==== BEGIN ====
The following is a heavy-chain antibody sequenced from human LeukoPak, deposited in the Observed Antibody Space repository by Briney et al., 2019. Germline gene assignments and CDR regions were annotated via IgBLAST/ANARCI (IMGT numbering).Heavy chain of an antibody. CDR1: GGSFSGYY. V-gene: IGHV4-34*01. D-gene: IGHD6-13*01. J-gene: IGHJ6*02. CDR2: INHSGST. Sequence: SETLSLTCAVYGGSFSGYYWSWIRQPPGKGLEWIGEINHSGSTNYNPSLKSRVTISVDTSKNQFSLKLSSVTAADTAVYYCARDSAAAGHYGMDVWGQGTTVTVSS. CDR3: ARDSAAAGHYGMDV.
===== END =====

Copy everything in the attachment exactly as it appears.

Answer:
The following is a heavy-chain antibody sequenced from human LeukoPak, deposited in the Observed Antibody Space repository by Briney et al., 2019. Germline gene assignments and CDR regions were annotated via IgBLAST/ANARCI (IMGT numbering).Heavy chain of an antibody. CDR1: GGSFSGYY. V-gene: IGHV4-34*01. D-gene: IGHD6-13*01. J-gene: IGHJ6*02. CDR2: INHSGST. Sequence: SETLSLTCAVYGGSFSGYYWSWIRQPPGKGLEWIGEINHSGSTNYNPSLKSRVTISVDTSKNQFSLKLSSVTAADTAVYYCARDSAAAGHYGMDVWGQGTTVTVSS. CDR3: ARDSAAAGHYGMDV.